“Using the Anterior Approach allows surgeons to work between the muscles, without detaching them from the hip or thighbones,” said Dr. Matta. “When these important muscles are left relatively undisturbed, patients can expect to be on their feet much faster, making quicker steps toward recovery.”
Traditional Hip Replacement Vs. the Anterior Approach?
Traditional hip replacement surgery typically results in a 6-8 inch incision and a hospital stay of 4-5 days. The Anterior Approach allows for a smaller incision and less tissue disruption, which can shorten the recovery process. Additionally, patients may bend their hip and bear full weight sooner after this surgery than other types of hip replacement surgery.
How Does the Anterior Approach Work?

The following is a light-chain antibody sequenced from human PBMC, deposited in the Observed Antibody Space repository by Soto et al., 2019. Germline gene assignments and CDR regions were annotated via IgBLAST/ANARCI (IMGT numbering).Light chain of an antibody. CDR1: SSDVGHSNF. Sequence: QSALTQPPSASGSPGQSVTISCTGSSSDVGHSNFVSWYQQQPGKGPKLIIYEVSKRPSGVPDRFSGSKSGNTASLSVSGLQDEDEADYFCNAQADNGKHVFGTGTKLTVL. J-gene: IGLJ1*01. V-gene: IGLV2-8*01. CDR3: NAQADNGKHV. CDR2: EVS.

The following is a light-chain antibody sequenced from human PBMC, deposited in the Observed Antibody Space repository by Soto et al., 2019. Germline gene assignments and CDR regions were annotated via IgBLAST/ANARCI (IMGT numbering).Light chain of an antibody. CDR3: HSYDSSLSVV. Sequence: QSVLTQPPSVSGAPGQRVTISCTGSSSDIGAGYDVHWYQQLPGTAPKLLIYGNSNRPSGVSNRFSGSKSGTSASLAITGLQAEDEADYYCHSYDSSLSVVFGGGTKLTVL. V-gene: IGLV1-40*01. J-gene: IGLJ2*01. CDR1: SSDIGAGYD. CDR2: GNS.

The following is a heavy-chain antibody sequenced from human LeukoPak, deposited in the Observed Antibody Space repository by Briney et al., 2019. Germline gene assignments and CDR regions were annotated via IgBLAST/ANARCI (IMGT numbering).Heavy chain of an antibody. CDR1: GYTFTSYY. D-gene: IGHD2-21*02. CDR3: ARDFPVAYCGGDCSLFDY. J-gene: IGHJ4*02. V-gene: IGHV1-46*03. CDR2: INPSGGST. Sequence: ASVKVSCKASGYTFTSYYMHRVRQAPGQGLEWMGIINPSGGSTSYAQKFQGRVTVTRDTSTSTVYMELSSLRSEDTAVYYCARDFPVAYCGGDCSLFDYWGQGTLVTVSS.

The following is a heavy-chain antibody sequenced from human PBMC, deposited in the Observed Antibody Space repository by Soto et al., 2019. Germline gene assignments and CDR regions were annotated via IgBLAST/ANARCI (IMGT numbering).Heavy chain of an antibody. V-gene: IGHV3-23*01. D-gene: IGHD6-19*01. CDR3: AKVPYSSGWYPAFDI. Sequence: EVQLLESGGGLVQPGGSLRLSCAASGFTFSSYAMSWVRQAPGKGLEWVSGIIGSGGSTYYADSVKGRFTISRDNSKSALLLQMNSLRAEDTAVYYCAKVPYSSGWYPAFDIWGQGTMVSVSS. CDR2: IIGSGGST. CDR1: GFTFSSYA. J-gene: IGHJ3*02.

The surgeon uses an advanced surgical table specifically designed for this procedure:
This surgical table allows them to position the patient so that the hip joint may be easily accessed from the front as opposed to the side or back.
The Anterior Approach allows the surgeon to work between the muscles without detaching them from the hip or thighbones with many advantages.
These important muscles are left relatively undisturbed, potentially reducing the recovery time.
Keeping these muscles intact also helps prevent dislocations; Patients may be able to freely bend their hip and bear full weight immediately following surgery
The Corail® Total Hip System, from DePuy, is a clinically proven hip implant uniquely shaped and optimal for the anterior approach due to its streamlined design.
About Hip Replacement?
The demand for hip replacement is growing rapidly. It is estimated that the number of primary total hip replacements will increase by 174 percent — to 572,000 — in 2030. This is due in part to the growing number of Baby Boomers with osteoarthritis and the rise in obesity among the population.
Last Updated ( Friday, 31 August 2007 )